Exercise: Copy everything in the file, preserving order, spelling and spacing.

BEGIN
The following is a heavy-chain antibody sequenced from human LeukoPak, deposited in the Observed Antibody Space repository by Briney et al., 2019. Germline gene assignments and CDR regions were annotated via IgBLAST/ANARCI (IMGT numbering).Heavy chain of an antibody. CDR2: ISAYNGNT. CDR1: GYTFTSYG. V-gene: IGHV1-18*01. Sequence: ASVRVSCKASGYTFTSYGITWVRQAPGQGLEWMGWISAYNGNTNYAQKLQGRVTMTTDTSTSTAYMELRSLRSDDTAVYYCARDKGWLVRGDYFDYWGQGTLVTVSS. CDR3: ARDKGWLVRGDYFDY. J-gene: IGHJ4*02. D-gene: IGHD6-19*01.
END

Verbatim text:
The following is a heavy-chain antibody sequenced from human LeukoPak, deposited in the Observed Antibody Space repository by Briney et al., 2019. Germline gene assignments and CDR regions were annotated via IgBLAST/ANARCI (IMGT numbering).Heavy chain of an antibody. CDR2: ISAYNGNT. CDR1: GYTFTSYG. V-gene: IGHV1-18*01. Sequence: ASVRVSCKASGYTFTSYGITWVRQAPGQGLEWMGWISAYNGNTNYAQKLQGRVTMTTDTSTSTAYMELRSLRSDDTAVYYCARDKGWLVRGDYFDYWGQGTLVTVSS. CDR3: ARDKGWLVRGDYFDY. J-gene: IGHJ4*02. D-gene: IGHD6-19*01.